Drooling, crankiness and tears can make teething an ordeal for babies and parents alike. Here's information to help ease the pain - for both of you.
Although timing varies widely, babies often begin teething by about age 6 months. The two bottom front teeth (lower central incisors) are usually the first to appear, followed by the two top front teeth (upper central incisors).
Classic signs and symptoms of teething include:
Many parents suspect that teething causes fever and diarrhea, but researchers say these symptoms aren't indications of teething. If your baby has a rectal temperature of 100.4 F (38 C) or diarrhea, talk to the doctor.
What's the best way to soothe sore gums?
If your teething baby seems uncomfortable, consider these simple tips:
What treatments should I avoid?
To keep your baby safe, avoid using:
Do I need to call the doctor?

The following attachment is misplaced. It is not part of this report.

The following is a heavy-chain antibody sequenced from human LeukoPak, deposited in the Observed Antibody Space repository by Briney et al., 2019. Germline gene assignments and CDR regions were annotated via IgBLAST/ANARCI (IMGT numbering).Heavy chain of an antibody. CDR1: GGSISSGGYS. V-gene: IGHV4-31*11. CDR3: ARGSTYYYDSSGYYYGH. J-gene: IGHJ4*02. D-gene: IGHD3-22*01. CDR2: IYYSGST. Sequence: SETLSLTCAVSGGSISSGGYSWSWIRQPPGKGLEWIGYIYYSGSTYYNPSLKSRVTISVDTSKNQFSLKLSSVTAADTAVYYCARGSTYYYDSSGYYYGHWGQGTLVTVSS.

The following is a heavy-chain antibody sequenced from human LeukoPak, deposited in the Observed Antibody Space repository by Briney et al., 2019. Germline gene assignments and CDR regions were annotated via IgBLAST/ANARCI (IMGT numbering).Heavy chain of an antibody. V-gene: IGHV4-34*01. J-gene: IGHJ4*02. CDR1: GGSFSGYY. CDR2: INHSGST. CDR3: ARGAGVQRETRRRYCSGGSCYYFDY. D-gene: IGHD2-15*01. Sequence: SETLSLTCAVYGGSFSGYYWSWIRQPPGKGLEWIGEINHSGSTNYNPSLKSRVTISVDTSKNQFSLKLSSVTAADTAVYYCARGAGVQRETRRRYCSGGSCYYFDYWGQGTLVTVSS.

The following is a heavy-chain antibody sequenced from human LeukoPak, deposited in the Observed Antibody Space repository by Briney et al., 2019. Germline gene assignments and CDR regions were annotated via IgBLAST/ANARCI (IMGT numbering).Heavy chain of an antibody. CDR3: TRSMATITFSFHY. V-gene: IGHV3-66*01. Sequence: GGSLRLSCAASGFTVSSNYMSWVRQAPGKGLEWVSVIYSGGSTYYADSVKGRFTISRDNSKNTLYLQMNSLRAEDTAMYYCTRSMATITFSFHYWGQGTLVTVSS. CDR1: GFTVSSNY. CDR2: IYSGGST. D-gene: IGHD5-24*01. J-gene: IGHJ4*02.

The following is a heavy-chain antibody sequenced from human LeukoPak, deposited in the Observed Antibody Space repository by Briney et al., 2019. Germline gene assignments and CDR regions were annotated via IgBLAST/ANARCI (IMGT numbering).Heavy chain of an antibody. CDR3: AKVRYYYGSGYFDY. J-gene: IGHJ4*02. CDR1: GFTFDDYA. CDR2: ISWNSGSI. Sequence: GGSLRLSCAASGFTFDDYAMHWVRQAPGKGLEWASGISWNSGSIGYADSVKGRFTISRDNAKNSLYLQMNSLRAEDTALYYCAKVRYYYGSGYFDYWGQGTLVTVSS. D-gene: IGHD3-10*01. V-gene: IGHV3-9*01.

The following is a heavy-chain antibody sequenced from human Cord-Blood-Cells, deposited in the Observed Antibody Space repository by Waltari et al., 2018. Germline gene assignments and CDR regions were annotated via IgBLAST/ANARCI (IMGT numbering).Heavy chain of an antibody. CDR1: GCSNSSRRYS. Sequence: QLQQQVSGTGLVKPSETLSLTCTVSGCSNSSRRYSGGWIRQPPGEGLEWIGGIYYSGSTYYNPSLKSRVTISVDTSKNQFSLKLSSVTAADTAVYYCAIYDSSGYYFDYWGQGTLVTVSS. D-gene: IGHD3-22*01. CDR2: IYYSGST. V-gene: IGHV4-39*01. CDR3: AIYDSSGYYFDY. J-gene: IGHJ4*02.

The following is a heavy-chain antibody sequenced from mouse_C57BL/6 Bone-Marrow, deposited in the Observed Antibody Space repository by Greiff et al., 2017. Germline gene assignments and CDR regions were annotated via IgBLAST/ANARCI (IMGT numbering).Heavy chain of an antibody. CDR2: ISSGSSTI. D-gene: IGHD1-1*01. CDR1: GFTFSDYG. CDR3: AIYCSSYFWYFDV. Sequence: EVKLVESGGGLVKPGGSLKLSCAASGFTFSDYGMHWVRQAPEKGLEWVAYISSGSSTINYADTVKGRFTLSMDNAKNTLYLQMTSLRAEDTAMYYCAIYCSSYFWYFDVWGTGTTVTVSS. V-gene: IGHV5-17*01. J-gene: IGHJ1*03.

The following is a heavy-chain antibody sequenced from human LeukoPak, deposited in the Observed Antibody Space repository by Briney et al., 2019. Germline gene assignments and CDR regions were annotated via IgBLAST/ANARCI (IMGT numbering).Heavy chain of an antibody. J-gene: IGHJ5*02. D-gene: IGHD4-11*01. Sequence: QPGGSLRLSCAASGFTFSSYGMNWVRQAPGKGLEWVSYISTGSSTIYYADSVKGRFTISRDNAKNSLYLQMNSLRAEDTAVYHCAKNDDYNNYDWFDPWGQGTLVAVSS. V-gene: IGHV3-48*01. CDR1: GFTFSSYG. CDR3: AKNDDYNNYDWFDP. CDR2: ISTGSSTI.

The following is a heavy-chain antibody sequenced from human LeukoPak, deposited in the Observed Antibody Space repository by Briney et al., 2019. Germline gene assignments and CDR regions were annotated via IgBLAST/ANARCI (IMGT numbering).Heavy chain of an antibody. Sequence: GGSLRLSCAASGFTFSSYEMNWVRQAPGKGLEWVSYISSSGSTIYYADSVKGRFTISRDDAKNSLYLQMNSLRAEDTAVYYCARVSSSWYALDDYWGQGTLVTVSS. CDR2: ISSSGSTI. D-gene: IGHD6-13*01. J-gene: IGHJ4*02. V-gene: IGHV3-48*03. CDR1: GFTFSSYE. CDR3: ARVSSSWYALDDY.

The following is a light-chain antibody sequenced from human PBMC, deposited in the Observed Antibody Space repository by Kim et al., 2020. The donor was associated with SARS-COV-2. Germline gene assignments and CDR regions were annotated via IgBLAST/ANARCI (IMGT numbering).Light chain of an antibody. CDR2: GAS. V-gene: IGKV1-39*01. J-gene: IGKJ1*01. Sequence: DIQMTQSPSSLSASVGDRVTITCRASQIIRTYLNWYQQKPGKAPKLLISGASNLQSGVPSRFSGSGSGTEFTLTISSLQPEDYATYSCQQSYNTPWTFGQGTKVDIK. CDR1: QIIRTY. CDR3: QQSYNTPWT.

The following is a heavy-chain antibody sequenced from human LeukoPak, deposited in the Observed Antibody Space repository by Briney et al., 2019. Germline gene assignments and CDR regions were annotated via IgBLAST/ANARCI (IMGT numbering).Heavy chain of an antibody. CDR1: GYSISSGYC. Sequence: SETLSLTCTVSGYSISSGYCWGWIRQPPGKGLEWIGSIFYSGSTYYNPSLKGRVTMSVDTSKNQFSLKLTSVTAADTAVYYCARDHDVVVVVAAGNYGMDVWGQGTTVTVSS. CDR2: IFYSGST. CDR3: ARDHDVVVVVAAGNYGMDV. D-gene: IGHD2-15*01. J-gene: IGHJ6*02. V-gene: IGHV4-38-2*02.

Teething can usually be handled at home. Contact the doctor if your baby seems particularly uncomfortable or if teething seems to be interfering with his or her eating or drinking.
How do I care for my baby's new teeth?
Run a soft, clean cloth over your baby's gums twice a day - after the morning feeding and before bed. The cleansing can keep food debris and bacteria from building up in your baby's mouth.
When your baby's first teeth appear, use a small, soft-bristled toothbrush to clean his or her teeth twice a day. Until your child learns to spit — at about age 3 — use a smear of fluoride toothpaste no bigger than the size of a grain of rice. Then switch to a pea-sized dollop as your child approaches 2 to 3 years of age.
It's also time to think about regular dental checkups. The American Dental Association and the American Academy of Pediatric Dentistry recommend scheduling a child's first dental visit at or near his or her first birthday.
Remember, regular childhood dental care helps set the stage for a lifetime of healthy teeth and gums.
Source: Mayo Clinic